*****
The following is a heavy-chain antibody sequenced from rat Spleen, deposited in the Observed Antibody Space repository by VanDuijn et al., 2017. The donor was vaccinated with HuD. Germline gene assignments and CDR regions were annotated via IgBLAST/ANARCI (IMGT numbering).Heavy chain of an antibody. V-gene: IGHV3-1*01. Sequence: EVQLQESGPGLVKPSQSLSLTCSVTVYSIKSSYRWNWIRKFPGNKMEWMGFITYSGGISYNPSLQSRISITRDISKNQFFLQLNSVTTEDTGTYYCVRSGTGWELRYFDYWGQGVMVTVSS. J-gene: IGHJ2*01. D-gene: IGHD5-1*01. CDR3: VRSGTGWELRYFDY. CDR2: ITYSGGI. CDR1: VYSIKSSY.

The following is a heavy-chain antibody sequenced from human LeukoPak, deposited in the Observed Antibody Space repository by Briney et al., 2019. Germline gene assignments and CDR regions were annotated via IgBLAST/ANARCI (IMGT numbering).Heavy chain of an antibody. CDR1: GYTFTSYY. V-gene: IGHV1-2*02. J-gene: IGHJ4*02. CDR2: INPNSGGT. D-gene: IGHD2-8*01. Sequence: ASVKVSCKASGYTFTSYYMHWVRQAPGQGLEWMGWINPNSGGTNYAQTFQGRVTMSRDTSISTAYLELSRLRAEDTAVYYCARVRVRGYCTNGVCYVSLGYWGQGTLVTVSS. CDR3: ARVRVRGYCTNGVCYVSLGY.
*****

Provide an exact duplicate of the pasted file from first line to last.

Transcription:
The following is a heavy-chain antibody sequenced from rat Spleen, deposited in the Observed Antibody Space repository by VanDuijn et al., 2017. The donor was vaccinated with HuD. Germline gene assignments and CDR regions were annotated via IgBLAST/ANARCI (IMGT numbering).Heavy chain of an antibody. V-gene: IGHV3-1*01. Sequence: EVQLQESGPGLVKPSQSLSLTCSVTVYSIKSSYRWNWIRKFPGNKMEWMGFITYSGGISYNPSLQSRISITRDISKNQFFLQLNSVTTEDTGTYYCVRSGTGWELRYFDYWGQGVMVTVSS. J-gene: IGHJ2*01. D-gene: IGHD5-1*01. CDR3: VRSGTGWELRYFDY. CDR2: ITYSGGI. CDR1: VYSIKSSY.

The following is a heavy-chain antibody sequenced from human LeukoPak, deposited in the Observed Antibody Space repository by Briney et al., 2019. Germline gene assignments and CDR regions were annotated via IgBLAST/ANARCI (IMGT numbering).Heavy chain of an antibody. CDR1: GYTFTSYY. V-gene: IGHV1-2*02. J-gene: IGHJ4*02. CDR2: INPNSGGT. D-gene: IGHD2-8*01. Sequence: ASVKVSCKASGYTFTSYYMHWVRQAPGQGLEWMGWINPNSGGTNYAQTFQGRVTMSRDTSISTAYLELSRLRAEDTAVYYCARVRVRGYCTNGVCYVSLGYWGQGTLVTVSS. CDR3: ARVRVRGYCTNGVCYVSLGY.